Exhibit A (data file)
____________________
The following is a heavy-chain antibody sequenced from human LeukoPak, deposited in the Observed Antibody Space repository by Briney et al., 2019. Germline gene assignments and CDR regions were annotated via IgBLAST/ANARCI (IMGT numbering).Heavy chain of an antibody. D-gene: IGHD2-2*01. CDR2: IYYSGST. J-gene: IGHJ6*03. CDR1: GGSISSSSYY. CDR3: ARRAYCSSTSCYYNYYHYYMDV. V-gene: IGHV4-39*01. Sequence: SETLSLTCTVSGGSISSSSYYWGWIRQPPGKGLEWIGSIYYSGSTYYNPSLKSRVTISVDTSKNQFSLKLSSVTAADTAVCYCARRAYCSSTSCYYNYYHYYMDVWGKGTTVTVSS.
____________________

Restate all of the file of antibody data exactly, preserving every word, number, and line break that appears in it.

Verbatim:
The following is a heavy-chain antibody sequenced from human LeukoPak, deposited in the Observed Antibody Space repository by Briney et al., 2019. Germline gene assignments and CDR regions were annotated via IgBLAST/ANARCI (IMGT numbering).Heavy chain of an antibody. D-gene: IGHD2-2*01. CDR2: IYYSGST. J-gene: IGHJ6*03. CDR1: GGSISSSSYY. CDR3: ARRAYCSSTSCYYNYYHYYMDV. V-gene: IGHV4-39*01. Sequence: SETLSLTCTVSGGSISSSSYYWGWIRQPPGKGLEWIGSIYYSGSTYYNPSLKSRVTISVDTSKNQFSLKLSSVTAADTAVCYCARRAYCSSTSCYYNYYHYYMDVWGKGTTVTVSS.